Harvey Milk and San Francisco Mayor George Moscone were murdered. (1978) Milk, who was a city supervisor, and Moscone were killed by Dan White, who has previously served as a city supervisor but had resigned. White killed the pair in City Hall because he wanted Moscone to reappoint him as a supervisor; Moscone, influenced by Milk and other board members, ultimately refused to reappoint him. White was convicted of manslaughter and sentenced to five years in prison; after serving two years, he returned to San Francisco where he committed suicide. Milk was famous for being the first openly gay politician elected to office in California.
An atmosphere was detected on a planet outside the Solar System for the first time. (2001)NASA's Hubble Telescope discovered the atmosphere around Osiris, which is about 150 light years away from Earth. Evidence of water vapor also has been detected.
The first woman was elected as prime minister in New Zealand. (1999) Prime Minister Helen Clark served three terms in office from 1999 to 2008. In 2009, she became the United Nations Development Programme Administrator.
The "Battle of Washita River" between the US Army and the Indians occurred. (1868) In what also became known by some as the "Washita Massacre," Lt. Col. George Custer attacked a village of Cheyenne Indians where Chief Black Kettle was living. Over one hundred Indians, including Chief Black Kettle, were killed in battle. The attack inspired controversy because the Indians were peaceful, the village was already located on established reservation soil and the US Army's Fort Cobb commander had guaranteed the safety of the village.
"Penn" Station in New York City opened. (1910) Pennsylvania Station had opened on September 8 for the Long Island Rail Road, but trains from the Pennsylvania Railroad began service on this day. The trains provided service to Manhattan through tunnels established under the Hudson River for the first time. The famed station was demolished in 1963, which sparked the creation of the New York City Landmarks Preservation Commission, which has preserved thousands of historic buildings in New York City and across the country.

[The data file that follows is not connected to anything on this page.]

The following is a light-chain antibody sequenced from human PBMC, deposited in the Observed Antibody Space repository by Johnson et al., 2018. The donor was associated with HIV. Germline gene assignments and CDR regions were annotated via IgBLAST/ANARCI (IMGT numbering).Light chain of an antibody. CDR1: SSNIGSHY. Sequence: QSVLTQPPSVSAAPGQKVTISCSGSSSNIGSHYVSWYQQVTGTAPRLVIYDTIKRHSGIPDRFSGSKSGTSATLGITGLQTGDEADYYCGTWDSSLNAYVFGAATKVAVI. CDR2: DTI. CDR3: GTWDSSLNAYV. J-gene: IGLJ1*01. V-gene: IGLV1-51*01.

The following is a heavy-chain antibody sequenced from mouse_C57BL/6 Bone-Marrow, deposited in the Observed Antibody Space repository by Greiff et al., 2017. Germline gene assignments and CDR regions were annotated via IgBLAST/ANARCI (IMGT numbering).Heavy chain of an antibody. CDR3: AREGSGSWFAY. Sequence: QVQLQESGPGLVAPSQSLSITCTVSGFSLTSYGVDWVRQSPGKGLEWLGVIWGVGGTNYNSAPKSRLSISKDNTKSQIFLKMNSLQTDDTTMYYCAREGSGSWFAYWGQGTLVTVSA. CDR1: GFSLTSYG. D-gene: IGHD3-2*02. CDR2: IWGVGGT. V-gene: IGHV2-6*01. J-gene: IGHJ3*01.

Alfred Nobel signed his will, establishing the foundation for the Nobel Prizes. (1895) Nobel willed his estate to establish prizes in Literature, Physiology or Medicine, Peace, Chemistry and Physics. The first prizes were awarded in 1901.
Macy's sponsored its first "Macy's Thanksgiving Parade" in New York City. (1924) The three-hour parade is held annually and is the second-oldest Thanksgiving parade along with Detroit's "America's Thanksgiving Parade," which began on the same day. The oldest Thanksgiving parade is Philadelphia's "6abc IKEA Thanksgiving Day Parade."
The first man-made object landed on Mars' surface. (1971) The Soviet Union's Mars 2 orbiter released it's descent module which was expected to land on the surface of Mars. Instead, it malfunctioned and crash landed on the planet, but was still the first object to successfully reach the planet.
The US Army War College was founded. (1901) The college is known for educating high-ranking members of the US military; many of the US lieutenant colonels and colonels were educated there. The student body also includes service members from other military branches and even from other countries.
Notorious US murderer and bank robber Baby Face Nelson was killed in a gun battle with the FBI. (1934) Known as the "Battle of Barrington," the shootout occurred in Barrington, Illinois. Two FBI officers also were killed. During his criminal career, Nelson, whose real name was Lester Joseph Gillis, killed more FBI agents than any other US citizen in history.